The Introduction to the Wholeness of the World is The Inside-Out Encyclopedia.
It is a dialog explaining where this web site comes from, what ontological philosophy is, and how absolute truth is possible despite the skepticism and relativism about knowledge that currently prevails
The Whole Diagram is a map of the whole argument presented in the text pages and, by the way, a map of everything that reason can know. Each box in the diagram represents a specific argument, and the lines connecting the boxes indicate the logical relations among the arguments. Moving your mouse over a box will call up an appropriate label so that you can follow the whole argument from the diagrams alone. Clicking on a box will call up a more detailed diagram of that part of the whole argument (also with labels). And clicking on a box in the subdiagram will call up the relevant text.
The Linear Text is the whole argument spelled out in the standard way like a book.
chapter corresponds to a box in the Whole Diagram, and each section corresponds
to a box in the sub-diagrams. Special blue boxes indicate discussions of the
approach of traditional, epistemological philosophy.
If you have any comments or questions about these arguments or the contents of this website, please send them to pscribner@tWoW.net.
If you would like to receive an e-mail reporting any changes
in this website, please send your e-mail address to webmaster@tWoW.net.
There is also a copy of several discussions about issues in ontological philosophy that occurred in response to this website.
Clicking this link leads to a map of all the web pages in the tWoW.net site. From that site map, you can navigate to the pages on the site, though the intended way to navigate to specific sections are the diagrams and the navigation frame on each page.
Copyright 1999 by Phillip H. Scribner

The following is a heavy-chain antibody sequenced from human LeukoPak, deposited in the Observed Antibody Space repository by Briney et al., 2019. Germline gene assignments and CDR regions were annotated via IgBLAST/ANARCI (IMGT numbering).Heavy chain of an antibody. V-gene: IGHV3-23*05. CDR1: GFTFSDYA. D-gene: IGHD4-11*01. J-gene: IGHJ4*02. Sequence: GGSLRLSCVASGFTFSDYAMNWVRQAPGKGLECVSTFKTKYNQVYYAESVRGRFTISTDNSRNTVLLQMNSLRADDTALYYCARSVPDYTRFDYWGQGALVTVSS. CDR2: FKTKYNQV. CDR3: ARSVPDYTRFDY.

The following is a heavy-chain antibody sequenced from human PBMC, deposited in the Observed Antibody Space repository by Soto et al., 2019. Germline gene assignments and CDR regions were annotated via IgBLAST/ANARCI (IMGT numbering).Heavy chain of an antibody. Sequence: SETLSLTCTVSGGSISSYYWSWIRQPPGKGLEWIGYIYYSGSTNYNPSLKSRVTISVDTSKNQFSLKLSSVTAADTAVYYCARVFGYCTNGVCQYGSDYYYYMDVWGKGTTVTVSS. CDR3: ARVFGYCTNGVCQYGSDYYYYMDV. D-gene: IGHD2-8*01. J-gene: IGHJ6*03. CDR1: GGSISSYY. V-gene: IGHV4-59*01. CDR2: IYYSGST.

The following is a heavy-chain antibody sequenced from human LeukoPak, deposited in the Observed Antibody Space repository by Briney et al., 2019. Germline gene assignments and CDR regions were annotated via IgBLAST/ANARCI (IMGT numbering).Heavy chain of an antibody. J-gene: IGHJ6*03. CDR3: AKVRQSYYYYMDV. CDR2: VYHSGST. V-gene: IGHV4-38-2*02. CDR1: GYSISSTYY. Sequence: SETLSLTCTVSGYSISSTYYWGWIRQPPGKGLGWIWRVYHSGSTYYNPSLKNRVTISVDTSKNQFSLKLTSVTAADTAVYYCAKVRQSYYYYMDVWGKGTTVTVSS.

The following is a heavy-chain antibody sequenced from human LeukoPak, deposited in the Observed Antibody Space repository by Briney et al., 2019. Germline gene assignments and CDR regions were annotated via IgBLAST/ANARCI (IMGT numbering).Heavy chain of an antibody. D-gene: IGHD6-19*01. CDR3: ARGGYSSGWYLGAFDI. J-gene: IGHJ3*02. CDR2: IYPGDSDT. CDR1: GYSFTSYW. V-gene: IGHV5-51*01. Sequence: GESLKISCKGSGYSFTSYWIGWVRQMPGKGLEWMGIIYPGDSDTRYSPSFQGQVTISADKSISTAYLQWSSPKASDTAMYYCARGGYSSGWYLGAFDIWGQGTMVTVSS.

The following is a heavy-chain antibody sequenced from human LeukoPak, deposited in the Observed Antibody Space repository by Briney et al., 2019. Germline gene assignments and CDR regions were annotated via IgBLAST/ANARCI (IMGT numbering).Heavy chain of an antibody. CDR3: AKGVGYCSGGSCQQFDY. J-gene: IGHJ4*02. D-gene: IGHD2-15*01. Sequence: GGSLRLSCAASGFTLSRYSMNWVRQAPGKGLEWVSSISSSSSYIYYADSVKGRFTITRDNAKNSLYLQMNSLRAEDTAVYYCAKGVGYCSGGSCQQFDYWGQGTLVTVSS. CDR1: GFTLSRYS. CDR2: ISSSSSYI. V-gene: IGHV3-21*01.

You are welcome to copy parts of this web site for your
own purposes. If you publish any of the original arguments contained here,
please acknowledge their origin. All rights to any profits earned from the
reproduction of pages on the tWoW.net web site or from other uses of the arguments
contained in it are reserved to Phillip H. Scribner.
Phillip H. Scribner received his Ph. D. in philosophy from Johns Hopkins University in 1966, and for over a quarter century, he has earned his living as a philosophy professor at a university in Washington, D. C.
The arguments contained in this web site
evolved during that period. The earliest theories were about the nature of
society and reason with primitive attempts to solve the problem of mind. The
project was expanded by extensive studies in neurophysiology, physics and
biology, and these efforts culminated in the explanation of evolutionary change
by reproductive causation and the map of the overall course of evolution.
The goal, all along, was the whole argument contained on this web site, though
it took various partial forms during the process. The
main reason these arguments have not been published previously is that not
all the parts required for the whole argument had been worked out until recently.
The whole argument was assembled as the tWoW.net web site, using the medium
of web pages, during 1998-99, and this argument is too long and detailed to
be published as a single volume.